These days, talking politics in the workplace is about as avoidable as breathing oxygen. It's hard to go about your "normal" work day, because ...it's a new normal.
In fact, according to a survey commissioned by industry news blog BetterWorks in conjunction with Wakefield Research, politics are a very real work distraction:
However, while some employers are attempting to become more progressive in allowing employees to have a political voice, you may place undue risk on your job by engaging in political activism at the office – or even outside of work. (Not to mention raise your blood pressure.)
Our founding fathers created the Bill of Rights to protect citizens from actions taken by the government to impede free speech. But this does not really apply to the private sector, like it or not.
Corporations are free to write their own policies, including those that place limits on political participation. The dominant legal principle is “employment at will,” which means that, unless you’re covered by a union agreement or an employment contract that says otherwise, you can be fired for any reason, or for no reason. Your political opinions outside of work can also get you fired, depending on which state you live in, the nature of your activity and other factors.
Look Before You Leap
The best first step is to understand a prospective employer’s policy before you accept the job. If nothing on their website or corporate literature jumps out at you, then the interview stage is where you should vet the culture.
If you’re passionate about your political beliefs, then ask questions. Check the company handbook, Human Resources, state laws, social media and your own network. Of course it's one thing to be aware of the laws designed to protect you and another to understand the corporate culture.
Say your research pulls up some red flags. Use that information to dig further. If the flags become big and billowy, think twice. For example, if you find from Google searches that your future manager has been very vocal in political campaigns that are diametrically opposed to your own passionate views, why add that level of stress to your job? Or consider whether you can compartmentalize them from work.
Have Your Escape Hatch Segue Ready
If you’re already employed and love your job, but you quickly discover you’ve entered a hornet’s nest, what do you do? Make sure you've read the employee handbook and know the culture. Remember why you’re there, even if those around you seem to have forgotten! Political arguments during work hours aren't just a temporary distraction. They typically linger and can trigger long-term resentment.
Having a civil discussion over lunch (and knowing where to stop before you go to combat with your coworkers) can work. But killing precious, cumulative hours over a week, on top of the virtually irresistible media frenzy – can put your job in jeopardy over time.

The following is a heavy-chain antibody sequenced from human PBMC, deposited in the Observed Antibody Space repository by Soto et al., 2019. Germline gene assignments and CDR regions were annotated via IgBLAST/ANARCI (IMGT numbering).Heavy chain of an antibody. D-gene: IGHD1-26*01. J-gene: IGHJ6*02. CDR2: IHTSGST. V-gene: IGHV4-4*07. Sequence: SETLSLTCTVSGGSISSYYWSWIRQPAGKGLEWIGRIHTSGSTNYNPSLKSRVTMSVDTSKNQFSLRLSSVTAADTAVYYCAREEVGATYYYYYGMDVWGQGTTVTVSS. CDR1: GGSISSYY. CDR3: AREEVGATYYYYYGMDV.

Even if you agree with your boss and colleagues on the fundamentals, there’s still a high probability that you’ll end up disagreeing on certain details amidst the political minefield. Add to that all the dramatic geopolitical headlines appearing daily, and you have the perfect storm for getting next to nothing done.
If you find yourself suddenly trapped in a heated political argument in or out of the office, try some sanity-saving neutral phrases like these:
If you have the luxury of escaping a political avalanche, try some work-related segues like these (also helpful reminders to any serial offenders):
If your boss is constantly on the soap-box with contrary opinions, you don't want to confront. Not only are they unlikely to change their mind, but you’ll just add an unnecessary layer of conflict to the relationship. If the same topic drags on for weeks or months, consider mentioning (diplomatically) that political discussions are distracting for you on the job and you want to do your best work. If the bombardment is still relentless, it may be time to visit your favorite job board.
Your best everyday approach is to drive the conversation back to critical projects that mean the most to you and your boss. Ultimately, the performance of your department (and that of your boss) will always take precedence. You'll have to adopt more of a “get down to business mindset” to see real change. Managing up is a helpful practice when you're in this quandary.
There isn't really free speech in a company, because somewhere along the way, you may disagree with someone more senior, which could affect your job. So enter the political fray at your own risk. If you’re considering a new position and you’re politically active, be true to yourself and know your priorities. If you’re already on the job, tread carefully ...before creating your personal Tweet Central.